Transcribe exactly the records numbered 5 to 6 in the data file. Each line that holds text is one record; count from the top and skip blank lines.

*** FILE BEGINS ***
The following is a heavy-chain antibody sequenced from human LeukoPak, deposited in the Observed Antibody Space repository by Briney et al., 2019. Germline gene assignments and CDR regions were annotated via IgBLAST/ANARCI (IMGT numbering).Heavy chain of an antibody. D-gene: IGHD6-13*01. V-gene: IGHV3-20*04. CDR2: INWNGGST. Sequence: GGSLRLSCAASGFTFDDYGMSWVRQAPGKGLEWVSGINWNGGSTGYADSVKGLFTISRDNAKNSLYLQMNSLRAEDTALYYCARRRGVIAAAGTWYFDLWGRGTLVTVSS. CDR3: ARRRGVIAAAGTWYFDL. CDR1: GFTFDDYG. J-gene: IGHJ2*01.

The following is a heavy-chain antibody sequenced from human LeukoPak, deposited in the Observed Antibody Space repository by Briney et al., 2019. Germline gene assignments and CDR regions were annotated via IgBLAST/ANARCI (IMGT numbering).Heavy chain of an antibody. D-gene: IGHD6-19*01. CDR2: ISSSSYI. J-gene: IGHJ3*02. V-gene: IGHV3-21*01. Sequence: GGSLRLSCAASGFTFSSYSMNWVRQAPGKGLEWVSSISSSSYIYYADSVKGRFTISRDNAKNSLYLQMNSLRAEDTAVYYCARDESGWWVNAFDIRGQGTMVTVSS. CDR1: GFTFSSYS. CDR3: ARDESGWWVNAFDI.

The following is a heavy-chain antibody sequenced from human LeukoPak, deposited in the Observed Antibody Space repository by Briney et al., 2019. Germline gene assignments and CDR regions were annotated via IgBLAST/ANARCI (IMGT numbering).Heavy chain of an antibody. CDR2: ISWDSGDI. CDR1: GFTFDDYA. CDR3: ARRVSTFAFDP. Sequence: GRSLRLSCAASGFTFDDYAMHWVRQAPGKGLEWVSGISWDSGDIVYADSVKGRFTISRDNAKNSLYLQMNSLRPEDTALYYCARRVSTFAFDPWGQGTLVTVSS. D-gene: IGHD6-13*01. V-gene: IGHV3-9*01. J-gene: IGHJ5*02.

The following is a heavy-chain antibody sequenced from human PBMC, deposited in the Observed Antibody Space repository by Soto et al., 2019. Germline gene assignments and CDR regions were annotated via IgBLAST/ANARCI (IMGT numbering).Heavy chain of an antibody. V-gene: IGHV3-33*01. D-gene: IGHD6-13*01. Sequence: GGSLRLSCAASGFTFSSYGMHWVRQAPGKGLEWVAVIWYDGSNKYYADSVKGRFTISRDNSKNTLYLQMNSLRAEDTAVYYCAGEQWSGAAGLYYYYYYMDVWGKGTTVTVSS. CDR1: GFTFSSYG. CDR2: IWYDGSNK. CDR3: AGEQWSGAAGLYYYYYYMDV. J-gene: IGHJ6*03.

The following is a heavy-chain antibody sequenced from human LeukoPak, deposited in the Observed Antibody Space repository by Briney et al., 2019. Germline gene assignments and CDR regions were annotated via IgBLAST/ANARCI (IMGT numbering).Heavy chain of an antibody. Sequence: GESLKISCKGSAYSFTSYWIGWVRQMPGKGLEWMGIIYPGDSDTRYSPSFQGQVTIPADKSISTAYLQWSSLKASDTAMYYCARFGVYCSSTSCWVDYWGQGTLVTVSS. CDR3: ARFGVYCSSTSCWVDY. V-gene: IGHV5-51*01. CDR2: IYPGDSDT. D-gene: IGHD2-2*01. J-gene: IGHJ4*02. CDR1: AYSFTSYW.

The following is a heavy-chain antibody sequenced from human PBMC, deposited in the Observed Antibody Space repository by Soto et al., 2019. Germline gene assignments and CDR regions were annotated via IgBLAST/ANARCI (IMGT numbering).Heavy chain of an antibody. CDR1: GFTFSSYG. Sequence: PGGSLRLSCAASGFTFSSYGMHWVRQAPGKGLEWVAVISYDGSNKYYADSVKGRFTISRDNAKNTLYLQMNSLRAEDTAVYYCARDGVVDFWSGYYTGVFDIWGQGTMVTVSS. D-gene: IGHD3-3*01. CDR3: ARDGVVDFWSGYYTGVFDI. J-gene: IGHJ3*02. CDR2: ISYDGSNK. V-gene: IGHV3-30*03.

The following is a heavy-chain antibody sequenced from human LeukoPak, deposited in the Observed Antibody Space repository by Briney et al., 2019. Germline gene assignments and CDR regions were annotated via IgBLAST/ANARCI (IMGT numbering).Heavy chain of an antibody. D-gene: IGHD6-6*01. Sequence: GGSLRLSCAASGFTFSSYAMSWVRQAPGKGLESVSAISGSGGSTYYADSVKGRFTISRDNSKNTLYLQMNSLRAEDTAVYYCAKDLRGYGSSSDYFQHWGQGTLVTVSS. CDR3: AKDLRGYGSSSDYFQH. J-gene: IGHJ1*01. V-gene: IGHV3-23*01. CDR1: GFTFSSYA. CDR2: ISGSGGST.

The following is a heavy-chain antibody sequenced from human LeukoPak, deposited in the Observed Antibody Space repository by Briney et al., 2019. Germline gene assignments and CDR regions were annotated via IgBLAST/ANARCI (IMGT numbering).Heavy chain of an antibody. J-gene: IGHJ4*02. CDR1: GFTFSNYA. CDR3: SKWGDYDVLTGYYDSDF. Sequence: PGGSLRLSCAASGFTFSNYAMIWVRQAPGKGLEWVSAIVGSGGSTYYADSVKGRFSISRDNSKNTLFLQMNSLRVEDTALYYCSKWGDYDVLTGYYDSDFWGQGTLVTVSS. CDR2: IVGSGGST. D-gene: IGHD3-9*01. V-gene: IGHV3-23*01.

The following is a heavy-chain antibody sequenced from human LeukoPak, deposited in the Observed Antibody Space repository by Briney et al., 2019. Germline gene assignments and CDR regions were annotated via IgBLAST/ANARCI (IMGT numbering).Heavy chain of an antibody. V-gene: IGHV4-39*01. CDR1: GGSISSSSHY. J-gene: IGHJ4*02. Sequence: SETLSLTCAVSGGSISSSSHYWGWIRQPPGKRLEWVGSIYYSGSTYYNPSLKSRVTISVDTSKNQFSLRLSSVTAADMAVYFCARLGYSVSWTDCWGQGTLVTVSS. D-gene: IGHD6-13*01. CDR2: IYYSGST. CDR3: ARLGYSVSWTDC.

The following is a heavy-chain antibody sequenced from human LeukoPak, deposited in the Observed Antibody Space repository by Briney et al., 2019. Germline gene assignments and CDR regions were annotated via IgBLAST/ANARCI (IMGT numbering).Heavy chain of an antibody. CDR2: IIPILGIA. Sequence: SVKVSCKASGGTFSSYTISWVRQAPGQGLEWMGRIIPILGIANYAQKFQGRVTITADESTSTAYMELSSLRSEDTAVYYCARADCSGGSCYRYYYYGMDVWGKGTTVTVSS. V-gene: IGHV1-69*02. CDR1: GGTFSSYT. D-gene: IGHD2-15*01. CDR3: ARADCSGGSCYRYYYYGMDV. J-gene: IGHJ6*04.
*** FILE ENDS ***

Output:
The following is a heavy-chain antibody sequenced from human LeukoPak, deposited in the Observed Antibody Space repository by Briney et al., 2019. Germline gene assignments and CDR regions were annotated via IgBLAST/ANARCI (IMGT numbering).Heavy chain of an antibody. Sequence: GESLKISCKGSAYSFTSYWIGWVRQMPGKGLEWMGIIYPGDSDTRYSPSFQGQVTIPADKSISTAYLQWSSLKASDTAMYYCARFGVYCSSTSCWVDYWGQGTLVTVSS. CDR3: ARFGVYCSSTSCWVDY. V-gene: IGHV5-51*01. CDR2: IYPGDSDT. D-gene: IGHD2-2*01. J-gene: IGHJ4*02. CDR1: AYSFTSYW.

The following is a heavy-chain antibody sequenced from human PBMC, deposited in the Observed Antibody Space repository by Soto et al., 2019. Germline gene assignments and CDR regions were annotated via IgBLAST/ANARCI (IMGT numbering).Heavy chain of an antibody. CDR1: GFTFSSYG. Sequence: PGGSLRLSCAASGFTFSSYGMHWVRQAPGKGLEWVAVISYDGSNKYYADSVKGRFTISRDNAKNTLYLQMNSLRAEDTAVYYCARDGVVDFWSGYYTGVFDIWGQGTMVTVSS. D-gene: IGHD3-3*01. CDR3: ARDGVVDFWSGYYTGVFDI. J-gene: IGHJ3*02. CDR2: ISYDGSNK. V-gene: IGHV3-30*03.